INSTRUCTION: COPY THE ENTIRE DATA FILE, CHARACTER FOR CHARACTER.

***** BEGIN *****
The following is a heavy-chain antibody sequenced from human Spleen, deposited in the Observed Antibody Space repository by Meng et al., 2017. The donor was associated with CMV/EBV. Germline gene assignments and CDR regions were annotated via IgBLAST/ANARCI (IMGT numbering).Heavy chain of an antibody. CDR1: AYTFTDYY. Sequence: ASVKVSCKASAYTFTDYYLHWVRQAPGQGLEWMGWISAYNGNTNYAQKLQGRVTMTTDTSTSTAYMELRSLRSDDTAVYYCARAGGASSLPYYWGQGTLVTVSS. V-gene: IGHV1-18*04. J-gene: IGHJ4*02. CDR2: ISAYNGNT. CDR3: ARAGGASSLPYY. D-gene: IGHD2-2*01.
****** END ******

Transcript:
The following is a heavy-chain antibody sequenced from human Spleen, deposited in the Observed Antibody Space repository by Meng et al., 2017. The donor was associated with CMV/EBV. Germline gene assignments and CDR regions were annotated via IgBLAST/ANARCI (IMGT numbering).Heavy chain of an antibody. CDR1: AYTFTDYY. Sequence: ASVKVSCKASAYTFTDYYLHWVRQAPGQGLEWMGWISAYNGNTNYAQKLQGRVTMTTDTSTSTAYMELRSLRSDDTAVYYCARAGGASSLPYYWGQGTLVTVSS. V-gene: IGHV1-18*04. J-gene: IGHJ4*02. CDR2: ISAYNGNT. CDR3: ARAGGASSLPYY. D-gene: IGHD2-2*01.